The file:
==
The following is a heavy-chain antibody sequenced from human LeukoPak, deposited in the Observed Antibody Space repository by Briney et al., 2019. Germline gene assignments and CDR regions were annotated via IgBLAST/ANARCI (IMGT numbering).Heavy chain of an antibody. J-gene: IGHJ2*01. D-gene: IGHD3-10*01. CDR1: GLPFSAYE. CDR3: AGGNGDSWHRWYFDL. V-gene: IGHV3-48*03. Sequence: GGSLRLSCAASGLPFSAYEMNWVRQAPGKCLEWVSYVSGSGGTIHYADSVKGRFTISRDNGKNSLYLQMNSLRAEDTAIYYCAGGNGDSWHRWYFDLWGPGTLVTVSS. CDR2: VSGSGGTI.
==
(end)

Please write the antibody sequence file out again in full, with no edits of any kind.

The following is a heavy-chain antibody sequenced from human LeukoPak, deposited in the Observed Antibody Space repository by Briney et al., 2019. Germline gene assignments and CDR regions were annotated via IgBLAST/ANARCI (IMGT numbering).Heavy chain of an antibody. J-gene: IGHJ2*01. D-gene: IGHD3-10*01. CDR1: GLPFSAYE. CDR3: AGGNGDSWHRWYFDL. V-gene: IGHV3-48*03. Sequence: GGSLRLSCAASGLPFSAYEMNWVRQAPGKCLEWVSYVSGSGGTIHYADSVKGRFTISRDNGKNSLYLQMNSLRAEDTAIYYCAGGNGDSWHRWYFDLWGPGTLVTVSS. CDR2: VSGSGGTI.